This brings me to my next backup tip, something that I see many photographers overlook…..


When strategizing your backup workflow, many photographers will focus solely on their raw files….but completely neglect the incredible importance of your Lightroom catalog file. If this become corrupt and you do not have a proper backup system in place, you can say goodbye to countless hours of editing and organizing.

If you use Lightroom (and you should simply for your initial raw processing and organizational capabilities, as discussed here), then you probably know that the catalog file is the “brain” behind all of your processing work. It contains a set of written instructions that detail every raw change that you make (such as lens corrections, exposure adjustments, etc.), as well as all of the Library module work….such as keywords, copyright info, and collections.

Rather than package these changes together with your image, Lightroom will store these separate from your raw files and keep them isolated in the catalog. This is a good thing since you want to preserve your original raw file as much as possible with a non-destructive workflow, and not continuously re-write your raw file for every change you make.

With this in mind, you absolutely must treat your catalog file with the same respect and importance as your raw files themselves.

Don’t worry, I’ll be showing you my step by step backup workflow for the catalog file as well….but for now, I just want to make sure you know that simply backing up your raw files will NOT backup your editing work if you’re using Lightroom.


All this talk about backing up your photos, it’s easy to overlook another integral part to your digital darkroom: your operating system and other computer files. Without a proper backup in place, a computer crash can cripple you for quite some….not to mention losing your important, non-photography computer files.

You may already know how to backup your internal drives….but if you don’t, it’s quite easy to create a backup. It’s often overlooked so that’s why I’ll be throwing that in as well in this series.


A strong backup system for your photographs consists of the following:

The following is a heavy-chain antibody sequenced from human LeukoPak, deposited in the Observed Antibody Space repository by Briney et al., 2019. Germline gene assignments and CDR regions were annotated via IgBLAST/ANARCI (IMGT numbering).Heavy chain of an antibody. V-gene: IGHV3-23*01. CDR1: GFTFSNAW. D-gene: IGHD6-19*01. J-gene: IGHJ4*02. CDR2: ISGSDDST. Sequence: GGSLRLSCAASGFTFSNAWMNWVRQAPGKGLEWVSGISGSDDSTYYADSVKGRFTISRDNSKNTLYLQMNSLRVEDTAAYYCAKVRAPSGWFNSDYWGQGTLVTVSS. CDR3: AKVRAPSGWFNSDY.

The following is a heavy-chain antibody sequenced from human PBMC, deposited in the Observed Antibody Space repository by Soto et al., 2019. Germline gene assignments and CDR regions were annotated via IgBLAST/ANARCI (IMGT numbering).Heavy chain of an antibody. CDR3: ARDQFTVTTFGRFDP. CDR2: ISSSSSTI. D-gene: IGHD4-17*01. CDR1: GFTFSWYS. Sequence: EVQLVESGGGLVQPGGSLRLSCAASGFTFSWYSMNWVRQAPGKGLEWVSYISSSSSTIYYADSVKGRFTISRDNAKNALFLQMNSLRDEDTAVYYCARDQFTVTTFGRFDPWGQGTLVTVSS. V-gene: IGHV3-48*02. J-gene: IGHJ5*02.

• Diversifying your backup media (i.e. a mixture of external drives and cloud storage) and locations to minimize the single point of failure.
  • Follow the 3-2-1 rule: Three copies of your photographs, using two different types of media, with at least one copy being in a separate location.
  • Isolate and preserve your original raw files so you can always revert back to the master file if necessary (like you would with a film negative).
  • Treat your Lightroom catalog file with the same importance as your raw files…and back it up accordingly!
  • Backup your computer(s) as well, as a small amount of prevention here can save you hours of frustration when your computer crashes.

Now all of this may seem overwhelming and confusing, but a solid backup strategy is pretty easy to implement when you have a game plan and a solid understanding of what you need to do. Once you understand all of the points above, you’ll be in a great position to easily recover from any kind of disaster.

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Adrian Ford
Adrian Ford
2 years ago

This was helpful for getting me to save images to an external hard drive before adding them to Lr so that I quarantine a copy before I begin with the Lr and LrC workflow and back ups.

Bohdan Buczynski
Bohdan Buczynski
10 months ago

Ok…I’ve gone through this entire first lesson twice and will probably read it again and again. It does contain an over whelming amount of information and things to think about. But ever since Adobe came out with its’ DNG format, would it be advisable to convert our camera raw files to DNG before isolating them? Or just leave well enough alone and keep the raw files as they are? I have read so much stuff about DNG and how it makes sense to convert to it. But even the folks that write about conversion to DNG have conflicting ideas. Any thoughts on this?